2010-08-10 19:37:38Basic Rebuttal No.3: Is there a scientific consensus on global warming? - REVISED
Graham Wayne

Can't We At Least Agree That There Is No Consensus?

Argument No.3: There is no consensus between scientists about the cause of global warming

Science achieves a consensus when scientists stop arguing. When a question is first asked – like ‘what would happen if we put a load more CO2 in the atmosphere?’ – there may be many hypotheses about cause and effect. Over a period of time, each idea is tested and retested – the processes of the scientific method – because all scientists know that reputation and kudos go to those who find the right answer (and everyone else becomes an irrelevant footnote in the history of science). Nearly all hypotheses will fall by the wayside during this testing period, because only one is going to answer the question properly, without leaving all kinds of odd dangling bits that don’t quite add up. Bad theories are usually rather untidy.

But the testing period must come to an end. Gradually, the focus of investigation narrows down to those avenues that continue to make sense, that still add up, and quite often a good theory will reveal additional answers, or make powerful predictions, that add substance to the theory. When Russian scientist Dmitri Mendeleev constructed his periodic table of elements, not only did he fit all known elements successfully, he predicted that elements we didn’t even know about would turn up later on  – and they did!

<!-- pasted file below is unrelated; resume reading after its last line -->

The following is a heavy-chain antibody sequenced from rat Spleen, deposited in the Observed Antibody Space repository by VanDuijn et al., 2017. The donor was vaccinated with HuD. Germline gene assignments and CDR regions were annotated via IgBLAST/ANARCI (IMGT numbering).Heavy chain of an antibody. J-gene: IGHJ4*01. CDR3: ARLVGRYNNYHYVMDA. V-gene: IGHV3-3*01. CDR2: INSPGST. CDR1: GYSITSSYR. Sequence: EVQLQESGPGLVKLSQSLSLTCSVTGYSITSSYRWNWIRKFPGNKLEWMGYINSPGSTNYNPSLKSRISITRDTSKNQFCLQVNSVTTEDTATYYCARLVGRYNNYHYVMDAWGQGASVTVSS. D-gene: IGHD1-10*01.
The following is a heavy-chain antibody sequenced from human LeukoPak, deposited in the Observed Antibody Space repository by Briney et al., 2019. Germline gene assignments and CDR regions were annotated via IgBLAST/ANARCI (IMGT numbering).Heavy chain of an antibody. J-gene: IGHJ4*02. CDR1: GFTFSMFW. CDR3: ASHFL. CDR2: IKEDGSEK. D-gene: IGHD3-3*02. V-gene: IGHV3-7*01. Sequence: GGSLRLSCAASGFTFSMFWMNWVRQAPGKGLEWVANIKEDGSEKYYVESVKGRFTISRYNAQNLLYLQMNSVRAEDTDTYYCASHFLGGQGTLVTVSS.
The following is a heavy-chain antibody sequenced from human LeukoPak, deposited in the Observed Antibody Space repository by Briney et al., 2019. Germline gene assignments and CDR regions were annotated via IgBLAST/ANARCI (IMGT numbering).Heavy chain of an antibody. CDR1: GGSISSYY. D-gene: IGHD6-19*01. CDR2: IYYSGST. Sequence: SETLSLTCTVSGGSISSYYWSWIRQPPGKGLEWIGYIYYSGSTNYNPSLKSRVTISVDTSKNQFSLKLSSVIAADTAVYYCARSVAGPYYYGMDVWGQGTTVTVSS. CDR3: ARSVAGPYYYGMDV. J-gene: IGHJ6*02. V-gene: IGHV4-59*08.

So a consensus in science is different from a political one. There is no vote. Scientists just give up arguing because the sheer weight of consistent evidence is too compelling, the tide too strong to swim against any longer. Scientists change their minds on the basis of the evidence, and a consensus emerges over time. Not only do scientists stop arguing, they also start relying on each other's work. All science depends on that which precedes it, and when one scientist builds on the work of another, he acknowledges the work of others through citations. The work that forms the foundation of climate change science is cited with great frequency by many other scientists, demonstrating that the theory is widely accepted - and relied upon.  

In the scientific field of climate studies – which is informed by many different disciplines – the consensus is demonstrated by the number of scientists who have stopped arguing about what is causing climate change – and that’s nearly all of them. Several studies confirm that “...the debate on the authenticity of global warming and the role played by human activity is largely nonexistent among those who understand the nuances and scientific basis of long-term climate processes”. (Doran 2009). In other words, more than 95% of scientists working in the disciplines contributing to studies of our climate, accept that climate change is almost certainly being caused by human activities.